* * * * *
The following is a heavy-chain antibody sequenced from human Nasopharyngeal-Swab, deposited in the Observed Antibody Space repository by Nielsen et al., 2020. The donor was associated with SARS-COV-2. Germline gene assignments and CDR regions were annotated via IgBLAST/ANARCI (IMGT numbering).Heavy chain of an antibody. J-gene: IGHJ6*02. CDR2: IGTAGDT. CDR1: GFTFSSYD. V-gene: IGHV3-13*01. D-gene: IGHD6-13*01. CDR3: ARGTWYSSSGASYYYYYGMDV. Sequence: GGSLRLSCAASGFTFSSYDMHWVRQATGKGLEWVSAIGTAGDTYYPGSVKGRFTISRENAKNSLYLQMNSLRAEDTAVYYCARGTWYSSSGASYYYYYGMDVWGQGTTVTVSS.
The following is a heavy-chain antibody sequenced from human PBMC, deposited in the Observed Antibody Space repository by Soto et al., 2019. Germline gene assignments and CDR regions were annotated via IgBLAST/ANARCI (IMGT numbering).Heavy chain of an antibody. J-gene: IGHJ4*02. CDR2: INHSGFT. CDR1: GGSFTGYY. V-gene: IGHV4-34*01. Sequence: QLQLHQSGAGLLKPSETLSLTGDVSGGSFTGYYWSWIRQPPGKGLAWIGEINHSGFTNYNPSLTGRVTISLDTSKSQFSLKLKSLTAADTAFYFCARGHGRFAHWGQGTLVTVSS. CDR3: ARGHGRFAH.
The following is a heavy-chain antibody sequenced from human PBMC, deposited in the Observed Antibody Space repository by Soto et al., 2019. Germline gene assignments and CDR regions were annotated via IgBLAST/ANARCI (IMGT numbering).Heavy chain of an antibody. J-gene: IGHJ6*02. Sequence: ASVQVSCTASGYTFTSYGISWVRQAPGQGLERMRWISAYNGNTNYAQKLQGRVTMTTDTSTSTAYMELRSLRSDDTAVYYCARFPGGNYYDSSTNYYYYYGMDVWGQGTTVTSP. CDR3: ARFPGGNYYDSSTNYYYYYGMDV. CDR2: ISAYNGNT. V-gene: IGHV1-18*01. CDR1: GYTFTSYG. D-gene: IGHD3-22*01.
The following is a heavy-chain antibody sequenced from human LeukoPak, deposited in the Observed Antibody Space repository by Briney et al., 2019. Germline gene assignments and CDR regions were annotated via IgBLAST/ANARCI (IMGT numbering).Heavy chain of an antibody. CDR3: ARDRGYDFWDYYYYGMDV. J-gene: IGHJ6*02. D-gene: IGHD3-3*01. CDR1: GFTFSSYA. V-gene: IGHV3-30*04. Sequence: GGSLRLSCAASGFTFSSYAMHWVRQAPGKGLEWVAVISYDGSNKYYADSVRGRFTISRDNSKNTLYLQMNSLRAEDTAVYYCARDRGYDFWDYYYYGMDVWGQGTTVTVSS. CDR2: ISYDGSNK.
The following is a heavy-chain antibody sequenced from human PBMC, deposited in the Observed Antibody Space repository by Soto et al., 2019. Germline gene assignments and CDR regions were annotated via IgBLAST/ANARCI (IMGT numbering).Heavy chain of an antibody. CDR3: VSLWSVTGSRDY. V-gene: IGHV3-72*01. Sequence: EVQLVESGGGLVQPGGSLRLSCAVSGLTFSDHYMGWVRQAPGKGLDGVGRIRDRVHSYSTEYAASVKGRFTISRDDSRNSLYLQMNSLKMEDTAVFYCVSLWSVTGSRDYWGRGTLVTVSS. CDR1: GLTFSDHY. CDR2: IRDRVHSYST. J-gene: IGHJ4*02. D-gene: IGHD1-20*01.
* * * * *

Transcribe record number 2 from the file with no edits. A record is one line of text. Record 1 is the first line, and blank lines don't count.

The following is a heavy-chain antibody sequenced from human PBMC, deposited in the Observed Antibody Space repository by Soto et al., 2019. Germline gene assignments and CDR regions were annotated via IgBLAST/ANARCI (IMGT numbering).Heavy chain of an antibody. J-gene: IGHJ4*02. CDR2: INHSGFT. CDR1: GGSFTGYY. V-gene: IGHV4-34*01. Sequence: QLQLHQSGAGLLKPSETLSLTGDVSGGSFTGYYWSWIRQPPGKGLAWIGEINHSGFTNYNPSLTGRVTISLDTSKSQFSLKLKSLTAADTAFYFCARGHGRFAHWGQGTLVTVSS. CDR3: ARGHGRFAH.